Yesterday I played around with one of my NEC Mobio NX MB12C/UDA1. So I thought I'd shed some light into the murky world of Mobio NX models. SO at first here comes the model overview:
mobioNX MB12C / UD
This is the first model and UD means they come with an old fashioned DSTN display. Intel Mobile MMX Pentium 120 MHz. 16 MB base RAM. NeoMagic's MagicGraph 128ZV Graphics card, Windows 95. The "sub" models only differ by software and Memory expansions included:
MB12C / UDA1-memory 16 MB, model without Office software
MB12C / UDC1-memory 32 MB, Ichitaro Office 8 pre-installed
MB12C / UDD1-memory 32 MB, Word / Excel pre-installed
mobioNX MB12C / UV
Actually same as UD, but with a more practical TFT display. Also all models come with 32 MB RAM.
MB12C / UVA1-Model without Office software
MB12C / UVC1-Ichitaro Office 8 Pre-installed
MB12C / UVD1-Word / Excel Pre-installed
Featuring an Intel Mobile MMX Pentium 200 MHz. All models now have 32MB of base memory and can be upgraded up to 96MB. Unlike the MB12C system all displays are now TFT. Graphics card is NeoMagic's MagicGraph 128ZV + and they come with Windows 98 or Windows 95. This was the last mobioNX ever made.
MB20C / UVA4-Windows 95, no Office software
MB20C / UVT4-Windows 98, no Office software
MB20C / UVU4-Windows 98, Ichitaro Office 8 pre-installed
MB20C / UVV4-Windows 98, Word / Excel Pre-installed
My personal mobioNX are both MB12C / UDA1 - with the cheesy DSTN display. Somehow I like these STN displays especially because of all the flaws they got. DSTN is super slow - where gamers discuss if a TFT should have a refresh time of 8 or 4 ms the DSTN can rather be measured in seconds. If you close a window it rather "slowly fades away" and your mouse cursor leaves a trail - even though you clearly disabled that option in the settings. That also makes scrolling what i would call an "optically unique experience". With DSTN you also constantly keep fighting with a phenomena called "ghosting" which means that larger geometric figures on the screen like for example the edge of a window - influence neighbouring parts of the screen. So most of the time you'll play with the contrast and brightness settings trying to find a halfway usable combination.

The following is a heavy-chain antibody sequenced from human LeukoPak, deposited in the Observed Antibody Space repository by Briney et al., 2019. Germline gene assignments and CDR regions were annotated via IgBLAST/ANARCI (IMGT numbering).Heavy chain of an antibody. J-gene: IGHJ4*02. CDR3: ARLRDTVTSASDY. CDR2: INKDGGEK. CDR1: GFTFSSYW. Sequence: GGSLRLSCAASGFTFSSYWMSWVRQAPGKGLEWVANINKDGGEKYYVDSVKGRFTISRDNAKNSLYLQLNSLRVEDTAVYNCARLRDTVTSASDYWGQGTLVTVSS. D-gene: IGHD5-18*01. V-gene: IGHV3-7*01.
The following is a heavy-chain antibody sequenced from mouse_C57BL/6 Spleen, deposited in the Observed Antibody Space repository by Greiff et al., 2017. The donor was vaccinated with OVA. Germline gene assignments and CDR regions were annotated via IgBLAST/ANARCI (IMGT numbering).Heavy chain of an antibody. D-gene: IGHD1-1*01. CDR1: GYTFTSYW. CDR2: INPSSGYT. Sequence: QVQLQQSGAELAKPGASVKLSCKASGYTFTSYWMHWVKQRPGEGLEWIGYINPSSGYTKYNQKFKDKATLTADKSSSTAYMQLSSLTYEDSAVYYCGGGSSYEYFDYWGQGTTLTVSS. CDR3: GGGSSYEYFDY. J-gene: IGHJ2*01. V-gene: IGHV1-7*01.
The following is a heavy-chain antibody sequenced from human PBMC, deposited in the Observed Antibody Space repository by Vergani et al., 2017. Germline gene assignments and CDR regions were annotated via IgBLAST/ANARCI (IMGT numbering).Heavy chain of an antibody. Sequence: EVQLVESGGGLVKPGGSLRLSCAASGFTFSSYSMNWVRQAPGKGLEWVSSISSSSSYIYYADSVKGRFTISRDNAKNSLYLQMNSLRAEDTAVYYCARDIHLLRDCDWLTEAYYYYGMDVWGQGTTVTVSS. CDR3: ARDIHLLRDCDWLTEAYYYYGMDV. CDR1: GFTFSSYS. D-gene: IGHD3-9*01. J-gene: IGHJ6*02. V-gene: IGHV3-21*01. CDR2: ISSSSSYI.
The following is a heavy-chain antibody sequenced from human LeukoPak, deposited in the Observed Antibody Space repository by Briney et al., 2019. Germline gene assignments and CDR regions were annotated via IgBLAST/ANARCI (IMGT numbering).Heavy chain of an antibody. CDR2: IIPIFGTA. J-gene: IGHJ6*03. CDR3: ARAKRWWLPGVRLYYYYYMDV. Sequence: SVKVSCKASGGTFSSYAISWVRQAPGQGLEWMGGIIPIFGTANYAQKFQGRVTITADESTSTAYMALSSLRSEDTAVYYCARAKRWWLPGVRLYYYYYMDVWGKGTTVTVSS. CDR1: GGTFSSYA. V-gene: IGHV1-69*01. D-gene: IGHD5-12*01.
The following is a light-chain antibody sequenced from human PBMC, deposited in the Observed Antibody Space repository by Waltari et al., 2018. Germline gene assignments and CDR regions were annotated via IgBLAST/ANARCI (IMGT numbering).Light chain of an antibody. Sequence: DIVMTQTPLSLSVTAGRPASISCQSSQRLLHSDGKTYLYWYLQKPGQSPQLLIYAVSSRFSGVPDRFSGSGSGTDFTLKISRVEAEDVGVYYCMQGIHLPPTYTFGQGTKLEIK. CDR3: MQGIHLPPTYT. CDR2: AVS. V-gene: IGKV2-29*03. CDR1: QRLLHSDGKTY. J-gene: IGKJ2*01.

For every day work the TFT would obviously be more practical, but being more of a collectible I prefer the DSTN display simply because these are a rare collectible these days and a glimpse onto the very beginning of LCD screens.
Netbooks, subnotebooks and other tiny computers. Don't need to be vintage, but vintage ones are also welcome.
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